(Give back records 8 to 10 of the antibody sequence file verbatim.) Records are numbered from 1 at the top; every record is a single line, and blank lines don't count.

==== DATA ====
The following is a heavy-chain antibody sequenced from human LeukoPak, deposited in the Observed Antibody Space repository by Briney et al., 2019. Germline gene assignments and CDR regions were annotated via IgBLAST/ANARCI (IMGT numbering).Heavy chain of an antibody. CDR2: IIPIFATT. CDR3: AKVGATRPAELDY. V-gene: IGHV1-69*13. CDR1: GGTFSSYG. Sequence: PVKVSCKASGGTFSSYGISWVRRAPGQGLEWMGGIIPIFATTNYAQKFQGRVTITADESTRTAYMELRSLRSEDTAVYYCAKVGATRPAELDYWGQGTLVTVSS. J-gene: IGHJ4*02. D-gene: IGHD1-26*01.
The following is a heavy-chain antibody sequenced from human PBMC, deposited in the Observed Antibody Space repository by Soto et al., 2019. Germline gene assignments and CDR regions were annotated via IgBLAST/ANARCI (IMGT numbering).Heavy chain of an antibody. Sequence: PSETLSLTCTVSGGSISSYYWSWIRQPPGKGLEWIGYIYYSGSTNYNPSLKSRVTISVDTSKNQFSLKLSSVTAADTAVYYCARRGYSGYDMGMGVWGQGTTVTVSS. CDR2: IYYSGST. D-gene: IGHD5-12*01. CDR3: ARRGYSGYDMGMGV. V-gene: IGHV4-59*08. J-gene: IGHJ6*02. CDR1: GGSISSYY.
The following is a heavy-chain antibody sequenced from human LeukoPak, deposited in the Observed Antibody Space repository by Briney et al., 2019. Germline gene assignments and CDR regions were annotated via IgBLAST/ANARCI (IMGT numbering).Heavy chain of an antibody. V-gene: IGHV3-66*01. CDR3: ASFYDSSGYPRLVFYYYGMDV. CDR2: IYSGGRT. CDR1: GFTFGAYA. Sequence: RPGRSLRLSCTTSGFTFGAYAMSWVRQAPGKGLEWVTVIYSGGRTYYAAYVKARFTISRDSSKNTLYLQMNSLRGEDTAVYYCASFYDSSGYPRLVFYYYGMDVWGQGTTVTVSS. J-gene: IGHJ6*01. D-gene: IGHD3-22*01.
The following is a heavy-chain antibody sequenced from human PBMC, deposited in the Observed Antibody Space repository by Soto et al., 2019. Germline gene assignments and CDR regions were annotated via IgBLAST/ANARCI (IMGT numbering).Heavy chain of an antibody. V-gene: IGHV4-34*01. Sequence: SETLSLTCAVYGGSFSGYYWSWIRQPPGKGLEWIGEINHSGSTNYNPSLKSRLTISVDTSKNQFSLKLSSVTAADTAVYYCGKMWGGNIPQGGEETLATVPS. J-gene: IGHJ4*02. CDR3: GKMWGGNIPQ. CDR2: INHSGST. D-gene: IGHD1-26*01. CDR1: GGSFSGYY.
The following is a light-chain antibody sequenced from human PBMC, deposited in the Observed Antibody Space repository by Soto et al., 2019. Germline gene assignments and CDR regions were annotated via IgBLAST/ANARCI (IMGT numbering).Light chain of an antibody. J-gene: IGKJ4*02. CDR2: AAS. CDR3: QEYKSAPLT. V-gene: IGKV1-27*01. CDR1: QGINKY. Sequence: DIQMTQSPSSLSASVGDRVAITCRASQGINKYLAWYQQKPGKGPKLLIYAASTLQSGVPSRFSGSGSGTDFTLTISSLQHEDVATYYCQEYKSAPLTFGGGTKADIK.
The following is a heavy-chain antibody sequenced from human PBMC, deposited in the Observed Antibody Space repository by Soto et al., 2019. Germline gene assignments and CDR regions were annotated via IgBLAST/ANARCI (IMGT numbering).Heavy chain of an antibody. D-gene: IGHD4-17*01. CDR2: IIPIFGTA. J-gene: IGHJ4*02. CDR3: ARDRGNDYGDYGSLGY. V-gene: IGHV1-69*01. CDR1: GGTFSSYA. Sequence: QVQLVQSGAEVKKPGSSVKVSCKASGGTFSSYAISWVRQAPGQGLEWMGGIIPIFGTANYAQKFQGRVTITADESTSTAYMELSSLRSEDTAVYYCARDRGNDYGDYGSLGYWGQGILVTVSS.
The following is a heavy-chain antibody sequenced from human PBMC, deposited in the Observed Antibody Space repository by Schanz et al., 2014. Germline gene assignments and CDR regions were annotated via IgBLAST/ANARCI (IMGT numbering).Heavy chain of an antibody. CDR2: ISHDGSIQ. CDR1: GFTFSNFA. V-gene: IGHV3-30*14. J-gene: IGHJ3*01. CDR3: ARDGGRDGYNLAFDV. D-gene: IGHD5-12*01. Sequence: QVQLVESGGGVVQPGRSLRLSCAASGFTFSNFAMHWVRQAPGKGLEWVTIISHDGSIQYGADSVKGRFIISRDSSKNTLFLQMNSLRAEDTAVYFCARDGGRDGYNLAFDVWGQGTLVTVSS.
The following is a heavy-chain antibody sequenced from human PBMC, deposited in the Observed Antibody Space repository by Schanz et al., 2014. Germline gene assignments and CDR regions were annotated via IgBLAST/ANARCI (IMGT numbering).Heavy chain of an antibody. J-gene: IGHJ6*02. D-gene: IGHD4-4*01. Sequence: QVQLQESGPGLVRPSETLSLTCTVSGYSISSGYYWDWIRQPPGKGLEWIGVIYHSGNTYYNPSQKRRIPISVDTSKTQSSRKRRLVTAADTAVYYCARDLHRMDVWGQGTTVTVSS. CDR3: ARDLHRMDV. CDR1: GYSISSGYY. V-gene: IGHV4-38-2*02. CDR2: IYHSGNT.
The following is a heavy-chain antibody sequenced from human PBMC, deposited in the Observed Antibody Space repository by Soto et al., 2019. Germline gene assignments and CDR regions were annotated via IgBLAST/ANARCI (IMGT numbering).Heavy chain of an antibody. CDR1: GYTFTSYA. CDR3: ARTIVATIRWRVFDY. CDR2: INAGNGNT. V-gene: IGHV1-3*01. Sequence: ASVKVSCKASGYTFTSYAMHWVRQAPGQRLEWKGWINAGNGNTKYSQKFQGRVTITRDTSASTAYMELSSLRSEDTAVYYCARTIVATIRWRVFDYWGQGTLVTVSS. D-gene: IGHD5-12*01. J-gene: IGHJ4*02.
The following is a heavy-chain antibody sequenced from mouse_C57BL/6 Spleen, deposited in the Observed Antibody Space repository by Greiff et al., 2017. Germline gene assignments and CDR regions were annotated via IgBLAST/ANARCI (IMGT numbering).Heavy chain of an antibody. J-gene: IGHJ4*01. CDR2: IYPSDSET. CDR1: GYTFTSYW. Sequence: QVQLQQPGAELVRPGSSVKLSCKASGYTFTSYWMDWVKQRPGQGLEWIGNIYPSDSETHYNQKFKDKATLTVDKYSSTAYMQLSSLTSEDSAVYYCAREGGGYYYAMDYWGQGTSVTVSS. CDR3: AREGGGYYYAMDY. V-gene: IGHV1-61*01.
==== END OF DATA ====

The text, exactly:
The following is a heavy-chain antibody sequenced from human PBMC, deposited in the Observed Antibody Space repository by Schanz et al., 2014. Germline gene assignments and CDR regions were annotated via IgBLAST/ANARCI (IMGT numbering).Heavy chain of an antibody. J-gene: IGHJ6*02. D-gene: IGHD4-4*01. Sequence: QVQLQESGPGLVRPSETLSLTCTVSGYSISSGYYWDWIRQPPGKGLEWIGVIYHSGNTYYNPSQKRRIPISVDTSKTQSSRKRRLVTAADTAVYYCARDLHRMDVWGQGTTVTVSS. CDR3: ARDLHRMDV. CDR1: GYSISSGYY. V-gene: IGHV4-38-2*02. CDR2: IYHSGNT.
The following is a heavy-chain antibody sequenced from human PBMC, deposited in the Observed Antibody Space repository by Soto et al., 2019. Germline gene assignments and CDR regions were annotated via IgBLAST/ANARCI (IMGT numbering).Heavy chain of an antibody. CDR1: GYTFTSYA. CDR3: ARTIVATIRWRVFDY. CDR2: INAGNGNT. V-gene: IGHV1-3*01. Sequence: ASVKVSCKASGYTFTSYAMHWVRQAPGQRLEWKGWINAGNGNTKYSQKFQGRVTITRDTSASTAYMELSSLRSEDTAVYYCARTIVATIRWRVFDYWGQGTLVTVSS. D-gene: IGHD5-12*01. J-gene: IGHJ4*02.
The following is a heavy-chain antibody sequenced from mouse_C57BL/6 Spleen, deposited in the Observed Antibody Space repository by Greiff et al., 2017. Germline gene assignments and CDR regions were annotated via IgBLAST/ANARCI (IMGT numbering).Heavy chain of an antibody. J-gene: IGHJ4*01. CDR2: IYPSDSET. CDR1: GYTFTSYW. Sequence: QVQLQQPGAELVRPGSSVKLSCKASGYTFTSYWMDWVKQRPGQGLEWIGNIYPSDSETHYNQKFKDKATLTVDKYSSTAYMQLSSLTSEDSAVYYCAREGGGYYYAMDYWGQGTSVTVSS. CDR3: AREGGGYYYAMDY. V-gene: IGHV1-61*01.